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AGAINST A BRIGHTENING SKY Wraps Up Jaime Lee Moyer’s Entertaining and Ghostly Trilogy

MY RATING:

BRIEF SYNOPSIS: Delia and Gabriel face the legacy of the Great War as ghosts, anarchists, royalists and refugees threaten to irrevocably change their San Francisco

MY REVIEW:
PROS: Well formed set of characters and their interactions; excellent historical detail well integrated into the story; beautiful cover.
CONS: Novel doesn’t stand well on its own.
BOTTOM LINE: Moyer sticks the landing in completing Delia’s story in this third and concluding volume to the series.

European Royalty, immigrant ghosts, anarchists, labor strife, and more swirl around the life of Delia in Against a Brightening Sky, the third and final novel in the Delia Trilogy.

In the several years since Delia’s Shadow, and through A Barricade in Hell, Delia, her family and friends have grown to accept and use Delia’s ability to see ghosts. There is still tension, and pain, and difficulty in being a conduit for the wishes and the needs of the dead, especially when they conflict and threaten the needs of the living. This is a theme that has permeated the trilogy, and which comes to full fruition in Against a Brightening Sky.

The style of the novel follows the same template as the previous two novels: Delia is our first person narrator for her scenes, continuing to give us an intimate look into her heart and mind; Gabe, her husband, is our other viewpoint character, and again, the author uses a third person POV to help distinguish his scenes from hers, and also to give the reader a slightly different kind of camera lens as events unfold.

The plotting revolves around anarchists. fleeing royalty, ghosts (of course) and Delia and Martin being caught in it all, set against the looming shadow of Prohibition. In many ways, Delia’s hometown of San Francisco, circa 1919, is a “final shore” for a lot of these emigrants and refugees from the horrors of the Great War in Europe, and the author does an excellent job in depicting how a West Coast city deals with people fleeing half a world away. Before reading these novels, I never gave much if any thought to how a place like San Francisco would deal with the war’s aftermath. The social, political and personal consequences (both for humans and for ghosts) were a revelation for me.

The Delia Trilogy reminds me of Mary Robinette Kowal’s Glamourist series in two important ways. Both novels are rich in the historical detail of their period. I have learned a surprising amount about what 19th century English gentry life is like in Kowal’s novels, and similarly, learned quite a bit about the post Great War San Francisco world that Delia inhabits. Both authors know how to drop historical detail and immerse, not drown, the reader. The other parallel is in the development of their main characters’ relationship. It’s still uncommon in genre fiction to follow and develop the lives of a couple who come together, get married, and continue to explore their lives after marriage. Gabe and Delia’s relationship has grown and developed in believable and realistic ways from their courtship in Delia’s Shadow, just as Jane and Vincent do in Shades of Milk and Honey and its subsequent novels. Part of the joy of the Delia’s series is following the course of the relationship.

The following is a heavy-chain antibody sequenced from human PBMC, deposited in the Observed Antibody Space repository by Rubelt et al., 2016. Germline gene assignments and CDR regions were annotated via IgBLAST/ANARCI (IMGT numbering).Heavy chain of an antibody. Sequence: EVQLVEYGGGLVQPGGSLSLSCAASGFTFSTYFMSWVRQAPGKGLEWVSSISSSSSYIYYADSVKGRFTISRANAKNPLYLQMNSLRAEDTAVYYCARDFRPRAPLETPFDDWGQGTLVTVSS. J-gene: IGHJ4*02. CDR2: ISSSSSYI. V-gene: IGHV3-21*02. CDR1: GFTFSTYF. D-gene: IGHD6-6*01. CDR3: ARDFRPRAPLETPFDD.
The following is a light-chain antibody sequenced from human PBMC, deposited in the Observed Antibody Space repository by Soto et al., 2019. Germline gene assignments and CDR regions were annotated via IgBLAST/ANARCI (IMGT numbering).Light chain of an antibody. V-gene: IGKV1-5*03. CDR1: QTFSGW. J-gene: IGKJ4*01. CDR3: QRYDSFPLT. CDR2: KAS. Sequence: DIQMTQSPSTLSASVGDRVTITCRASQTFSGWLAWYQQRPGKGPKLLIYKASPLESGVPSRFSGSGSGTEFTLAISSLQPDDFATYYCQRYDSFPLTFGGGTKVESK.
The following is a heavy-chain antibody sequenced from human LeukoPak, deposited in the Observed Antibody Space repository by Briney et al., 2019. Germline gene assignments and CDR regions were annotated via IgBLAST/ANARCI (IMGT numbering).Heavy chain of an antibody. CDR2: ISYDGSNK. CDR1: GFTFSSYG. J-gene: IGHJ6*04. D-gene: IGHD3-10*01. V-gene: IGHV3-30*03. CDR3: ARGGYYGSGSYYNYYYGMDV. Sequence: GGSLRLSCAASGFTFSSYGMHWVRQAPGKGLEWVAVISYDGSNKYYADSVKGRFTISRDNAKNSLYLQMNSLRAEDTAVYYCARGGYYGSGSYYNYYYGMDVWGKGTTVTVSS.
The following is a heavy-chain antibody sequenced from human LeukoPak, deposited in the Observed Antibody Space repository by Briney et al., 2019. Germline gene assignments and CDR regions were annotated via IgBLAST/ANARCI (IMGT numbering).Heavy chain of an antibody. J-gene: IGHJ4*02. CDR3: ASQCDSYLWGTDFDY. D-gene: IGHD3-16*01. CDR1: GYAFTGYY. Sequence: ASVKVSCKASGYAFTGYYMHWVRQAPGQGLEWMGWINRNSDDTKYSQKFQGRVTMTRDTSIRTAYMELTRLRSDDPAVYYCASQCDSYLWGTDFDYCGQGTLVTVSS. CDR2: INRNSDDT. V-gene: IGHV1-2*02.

Finally, both series show the development and challenges of a young woman with magical talent. Delia is, even here, reluctant and conflicted when connecting to the spirit world. It is very much a burden and a responsibility she has undertaken, instead of a joy, as in the Kowal novel. However, Delia’s training and growth in her knowledge and capabilities in dealing with the spirit world come to a more than satisfactory climax in the denouement of the book, as Delia’s power becomes crucial to dealing with the source of the problem. The Delia that ran from ghosts most of her life only to return to face them reluctantly in Delia’s Shadow has come a long way, and part of the joy of the novels is to watch that evolution of, and confidence in her abilities.

Three books later, I feel like I’ve really gotten to know Delia and her San Francisco-centered world. It is bittersweet that it is time, bibliographically speaking, for me to leave it for another. I was pleasantly surprised when I first started the series, and didn’t expect to like it. But, I ended up enjoying it quite a bit! With the Delia Trilogy coming to a solid and satisfactory conclusion, I now eagerly look forward to what Moyer decides to write next.

About Paul Weimer (366 Articles)
Not really a Prince of Amber, but rather an ex-pat New Yorker that has found himself living in Minnesota, Paul Weimer has been reading SF and Fantasy for over 30 years and exploring the world of roleplaying games for over 25 years. Almost as long as he has been reading and watching movies, he has enjoyed telling people what he has thought of them. In addition to SF Signal, he can be found at his own blog, Blog Jvstin Style, Skiffy and Fanty, SFF Audio, Twitter, and many other places on the Internet!
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